It’s the same question every swimmer asks, “how do I swim faster?” When swimmers want to know how to drop time in swimming, their approach is often to slowly increase the number of lengths they are doing each week. This tactic is beneficial for improving endurance, but it most likely won’t help swimmers drop time.
So, what’s the quickest and most efficient way to cut time off swims? If you want to learn how to improve your speed in the water, it’s all about mastering technique.
How to Drop Time in Swimming: Focus On Technique
Six primary components contribute to your swim times. And while endurance is essential, all elements center around your technique. By mastering your technique in a way that becomes second nature, you can shave time off your swims and become a better competitor.
- Balance – While it may not seem that important when you’re in the water, balance is the number one thing that contributes to your speed in the pool. The goal is to minimize drag, which pushes against you while you’re swimming, causing you to slow down. By swimming parallel to the water, you can limit the impact of the drag and cut time off your swims.
- Kick – Want to know how to drop time in swimming? Focus on building a better kick. The fastest competitive swimmers all have mastered their kick. Focus on your body position, hip drive, force, and a good finishing boost when nearing the wall.
- Pull – Suffering from a lackluster pull? During your freestyle stroke, do your best to ensure your elbow doesn’t drop below your wrist. A low-elbow catch is usually the leading cause of a bad pull. Focus on building your back muscles and keeping your elbows high to increase speed.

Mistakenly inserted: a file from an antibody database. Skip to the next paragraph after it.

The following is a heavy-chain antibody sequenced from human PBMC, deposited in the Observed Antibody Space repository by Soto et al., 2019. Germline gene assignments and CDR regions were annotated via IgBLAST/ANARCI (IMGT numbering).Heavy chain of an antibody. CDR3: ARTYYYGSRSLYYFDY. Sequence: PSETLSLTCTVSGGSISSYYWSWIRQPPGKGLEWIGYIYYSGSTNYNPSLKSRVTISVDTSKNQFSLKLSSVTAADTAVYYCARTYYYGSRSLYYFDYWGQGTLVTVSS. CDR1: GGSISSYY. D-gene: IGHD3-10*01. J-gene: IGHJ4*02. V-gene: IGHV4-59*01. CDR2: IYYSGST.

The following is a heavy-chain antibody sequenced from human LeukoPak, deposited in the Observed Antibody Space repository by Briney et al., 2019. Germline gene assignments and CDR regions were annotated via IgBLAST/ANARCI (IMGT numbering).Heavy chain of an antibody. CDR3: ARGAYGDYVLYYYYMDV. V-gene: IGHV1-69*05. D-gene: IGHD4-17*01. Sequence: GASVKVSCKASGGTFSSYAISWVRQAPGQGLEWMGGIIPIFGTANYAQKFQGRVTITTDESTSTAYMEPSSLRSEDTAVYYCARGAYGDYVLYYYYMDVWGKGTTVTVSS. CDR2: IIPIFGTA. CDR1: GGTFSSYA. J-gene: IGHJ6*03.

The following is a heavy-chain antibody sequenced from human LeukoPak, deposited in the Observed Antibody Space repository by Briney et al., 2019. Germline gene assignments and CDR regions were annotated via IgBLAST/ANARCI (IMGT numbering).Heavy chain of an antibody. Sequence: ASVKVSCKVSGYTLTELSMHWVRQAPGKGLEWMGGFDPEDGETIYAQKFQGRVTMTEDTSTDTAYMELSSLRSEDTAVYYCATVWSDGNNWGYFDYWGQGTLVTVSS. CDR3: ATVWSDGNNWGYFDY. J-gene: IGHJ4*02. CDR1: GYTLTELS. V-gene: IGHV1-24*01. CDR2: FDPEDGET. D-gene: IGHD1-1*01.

- Length – To drop times on your swims, think long and strong. Master the timing of your strokes and lengthen your body as much as possible. Your body position in the water will hugely impact your speed.
- Rotation – Air has less resistance than water, so the more you can get your body out of the water while swimming, the faster your swim times will be. Rotate effectively by presenting a smaller portion of your body’s mass to the water with each stroke. Rotating your body will also help prevent fatigue, helping you keep your muscles engaged throughout your entire swim.
- Breathing – How you time your breathing in a swim can impact your ability to swim faster. This is often the final piece of the puzzle because once you master your balance, kick, rotation, and pull, then timing your breathing becomes a little more natural.
Thinking about how to drop times in swimming can quickly become overwhelming. Instead of focusing on all things at once, pick one and try to get to a point where it becomes second nature. You’ll notice that each time you master another part of your swim technique, your times will improve.
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